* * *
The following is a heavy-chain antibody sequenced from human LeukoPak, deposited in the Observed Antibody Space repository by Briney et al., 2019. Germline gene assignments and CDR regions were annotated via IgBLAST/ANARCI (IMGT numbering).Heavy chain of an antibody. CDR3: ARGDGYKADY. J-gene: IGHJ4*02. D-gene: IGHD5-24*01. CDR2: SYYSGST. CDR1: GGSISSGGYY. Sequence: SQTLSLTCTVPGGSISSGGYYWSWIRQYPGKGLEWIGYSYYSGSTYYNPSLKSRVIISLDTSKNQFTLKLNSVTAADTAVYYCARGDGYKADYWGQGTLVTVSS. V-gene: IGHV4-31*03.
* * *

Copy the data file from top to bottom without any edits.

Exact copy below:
The following is a heavy-chain antibody sequenced from human LeukoPak, deposited in the Observed Antibody Space repository by Briney et al., 2019. Germline gene assignments and CDR regions were annotated via IgBLAST/ANARCI (IMGT numbering).Heavy chain of an antibody. CDR3: ARGDGYKADY. J-gene: IGHJ4*02. D-gene: IGHD5-24*01. CDR2: SYYSGST. CDR1: GGSISSGGYY. Sequence: SQTLSLTCTVPGGSISSGGYYWSWIRQYPGKGLEWIGYSYYSGSTYYNPSLKSRVIISLDTSKNQFTLKLNSVTAADTAVYYCARGDGYKADYWGQGTLVTVSS. V-gene: IGHV4-31*03.